Our history affords numerous examples of efforts to secure state cooperation in the enforcement of federal laws, especially those marking abrupt changes in national policy. In practice, state cooperation has been most readily forthcoming in the administration of benefactory legislation. Most notably, federal grants-in-aid have been effective in helping to lift the standards of state services in such functional areas as highways, airports, public health, and agricultural technology. In another area, Selective Service has successfully employed local boards to enforce national policy. On the other hand, the Fugitive Slave law, the Civil Rights laws, National Prohibition, and the Emergency Price Control acts are reminders of the difficulties federal authorities have encountered in trying to enlist state aid in enforcement of national regulatory policies uncongenial to local sentiment. This article examines the experience under a permissive provision of the Fair Labor Standards Act, section 11(b), which authorizes the national government to reimburse state agencies aiding in enforcement.
Non-governmental organisations (NGO) have been recognised as important actors when it comes to achieving a sustainable development. Cooperation between the state and NGOs is desirable and this thesis is a contribution to the knowledge about the cooperation between NGOs and the state. The objective is to provide a deeper understanding of the cooperation between environmental NGOs and the Moldovan state. The environmental NGOs that are chosen are based in Chisinau and have worked with waste management and recycling. Further the thesis also aims to suggest factors that can affect the nature of the relationship between the chosen actors. To achieve this I carried out a case study of four environmental NGOs that are based in Chisinau. A representative from each NGO was interviewed about the organisation and its relationship to the state. Theories about clientelism and synergy were then used to analyse the results. I have come to the conclusion that there is a positive attitude towards cooperation with the state but at the same time the NGOs strive to maintain their independence from the state. In addition to this there are certain factors such as trust, availability of resources, and the characteristics of the NGOs can influence the nature of the relationship. This study is a contribution to the knowledge regarding NGO-state relationships and can be used as a base for further studies on this subject. This subject is important to study as NGOs have been identified as important actors in achieving a sustainable development and governments are encouraged to cooperate with them.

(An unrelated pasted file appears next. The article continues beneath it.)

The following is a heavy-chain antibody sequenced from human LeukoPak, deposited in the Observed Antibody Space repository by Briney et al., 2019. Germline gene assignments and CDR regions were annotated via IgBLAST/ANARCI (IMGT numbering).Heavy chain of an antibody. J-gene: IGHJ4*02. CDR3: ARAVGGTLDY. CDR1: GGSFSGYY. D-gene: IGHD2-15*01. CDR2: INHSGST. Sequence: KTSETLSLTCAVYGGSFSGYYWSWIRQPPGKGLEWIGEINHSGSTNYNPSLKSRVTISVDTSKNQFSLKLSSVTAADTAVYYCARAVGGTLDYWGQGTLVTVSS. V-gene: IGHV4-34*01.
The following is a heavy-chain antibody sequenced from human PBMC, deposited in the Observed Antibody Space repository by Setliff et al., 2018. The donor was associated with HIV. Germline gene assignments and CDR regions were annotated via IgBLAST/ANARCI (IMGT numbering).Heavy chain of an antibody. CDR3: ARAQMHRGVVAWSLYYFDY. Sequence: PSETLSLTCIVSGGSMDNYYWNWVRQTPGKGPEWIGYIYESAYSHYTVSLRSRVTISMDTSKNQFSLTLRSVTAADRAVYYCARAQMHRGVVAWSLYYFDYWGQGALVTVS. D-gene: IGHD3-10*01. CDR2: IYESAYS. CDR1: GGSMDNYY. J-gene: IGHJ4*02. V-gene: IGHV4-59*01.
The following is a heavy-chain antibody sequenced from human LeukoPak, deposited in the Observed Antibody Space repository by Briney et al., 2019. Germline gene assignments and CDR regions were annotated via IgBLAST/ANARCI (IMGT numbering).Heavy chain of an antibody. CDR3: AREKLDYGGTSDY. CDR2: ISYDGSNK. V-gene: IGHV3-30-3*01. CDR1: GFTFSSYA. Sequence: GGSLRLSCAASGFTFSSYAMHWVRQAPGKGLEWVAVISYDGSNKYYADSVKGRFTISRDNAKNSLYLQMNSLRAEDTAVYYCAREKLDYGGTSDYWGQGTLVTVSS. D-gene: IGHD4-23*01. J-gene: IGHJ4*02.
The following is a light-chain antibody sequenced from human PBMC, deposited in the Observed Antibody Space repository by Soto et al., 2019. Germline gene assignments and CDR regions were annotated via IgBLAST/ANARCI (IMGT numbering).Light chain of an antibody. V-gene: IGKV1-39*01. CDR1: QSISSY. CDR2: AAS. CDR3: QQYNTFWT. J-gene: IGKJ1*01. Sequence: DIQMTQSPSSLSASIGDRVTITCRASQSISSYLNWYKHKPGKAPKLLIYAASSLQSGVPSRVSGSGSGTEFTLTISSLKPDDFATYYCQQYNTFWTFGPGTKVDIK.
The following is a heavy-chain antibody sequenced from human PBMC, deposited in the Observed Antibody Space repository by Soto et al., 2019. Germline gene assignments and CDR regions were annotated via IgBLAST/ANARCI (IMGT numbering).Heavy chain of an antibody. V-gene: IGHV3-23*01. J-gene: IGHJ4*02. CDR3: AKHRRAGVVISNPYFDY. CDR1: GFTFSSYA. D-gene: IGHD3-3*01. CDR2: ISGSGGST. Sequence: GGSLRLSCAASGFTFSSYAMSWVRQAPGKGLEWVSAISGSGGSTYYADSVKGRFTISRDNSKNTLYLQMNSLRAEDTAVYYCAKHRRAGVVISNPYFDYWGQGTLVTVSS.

This chapter will describe noteworthy policy issues over the past decade that affected federal–state relations in the delivery of labor exchange services funded under the Wagner-Peyser Act of 1933. We will explain how the intergovernmental structure of the public employment service (ES) established under the Wagner-Peyser Act faced serious challenges during the 1990s and ultimately was strengthened. This was an era aptly described by Nathan and Gais (2000) as Second Order Devolution—a type of federalism that extols the merits of local authority and privatization of government services. While we will focus primarily on labor exchange policy of the 1990s, we also will summarize labor exchange policies from President Roosevelt’s New Deal of the 1930s to President Reagan’s New Federalism of the 1980s, and speculate on President George W. Bush’s labor exchange policy. The division of power between state and local control of workforce development programs is a pivotal issue of workforce federalism. Since the 1970s, a constant tension in workforce federalism has existed between state-administered labor exchange programs under the Wagner-Peyser Act and local-administered job training programs under the